Boris Johnson insists climate change at the ‘absolute core’ of Government

Johnson was criticised for only mentioning battery technology in his speech outside No. 10

Responding to concerns expressed by Shadow Treasury Minister Anneliese Dodds that he had not focused sufficiently climate change in the initial statements outlining his priorities as Prime Minister, Johnson replied: “The House will know that we place the climate change agenda at the absolute core of what we are doing.”

Dodds had pointed out that Johnson had devoted only two sentences out of 97 in his opening statement to the climate emergency.

Johnson also told the Oxford East Labour MP that the government intends to put the private sector in the driving seat of efforts to tackle climate change.

He said: “This party believes in the private sector-generated technology which will make that target attainable and deliver hundreds of thousands of jobs. That is the approach we should follow.”

Johnson also told ex-energy and climate change secretary, Sir Ed Davey, that he is confident the UK will meet the target of reducing emissions to net-zero by 2050, which was signed into law under his predecessor.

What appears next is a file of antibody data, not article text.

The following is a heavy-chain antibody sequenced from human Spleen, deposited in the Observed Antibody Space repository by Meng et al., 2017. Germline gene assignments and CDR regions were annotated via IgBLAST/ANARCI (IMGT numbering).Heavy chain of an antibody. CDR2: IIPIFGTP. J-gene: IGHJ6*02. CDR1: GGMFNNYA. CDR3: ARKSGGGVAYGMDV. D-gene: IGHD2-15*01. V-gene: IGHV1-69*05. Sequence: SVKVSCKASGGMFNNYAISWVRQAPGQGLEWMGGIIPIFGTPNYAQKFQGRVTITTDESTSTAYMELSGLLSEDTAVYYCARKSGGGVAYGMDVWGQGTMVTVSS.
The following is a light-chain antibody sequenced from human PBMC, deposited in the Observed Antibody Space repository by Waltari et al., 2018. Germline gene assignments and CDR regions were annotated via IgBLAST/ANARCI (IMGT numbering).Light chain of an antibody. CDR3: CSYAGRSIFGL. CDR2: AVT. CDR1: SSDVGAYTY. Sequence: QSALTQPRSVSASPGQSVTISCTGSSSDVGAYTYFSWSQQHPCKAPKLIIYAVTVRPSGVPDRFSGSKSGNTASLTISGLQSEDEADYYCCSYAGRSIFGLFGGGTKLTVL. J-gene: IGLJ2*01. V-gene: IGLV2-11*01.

He said: “There are people who do not think it can be done. There are all sorts of sceptics, pessimists and Britosceptics who think that this country cannot pull it off, but actually we can. We have cut carbon emissions in this country massively since 2010, and we will continue to do so.”

Predicting that the UK will “no longer” be contributing to climate change by 2050, Johnson said: “We will have led the world in delivering that net-zero target. We will be the home of electric vehicles—cars and even planes—powered by British-made battery technology, which is being developed right here, right now.”

And he pledged to make next year’s COP 26 UN climate change conference, which Britain is bidding to host, a global showcase for “what UK technology and technological optimism can achieve”.

However, Daniel Zeichner, Labour MP for Cambridge, criticised Johnson’s faith in private sector solutions for tackling climate change.

He said: “On what is likely to be the hottest day on record for the UK, it is astonishing that the Prime  is seeking to outsource tackling climate change to the private sector.”

David Blackman

This article first appeared on edie’s sister title, Utility Week

Comments (1)

  1. Andy Kadir-Buxton says:

    I sent Boris Johnson my self-funding near-zero CO2 plan as soon as he became Prime Minister, without reply.

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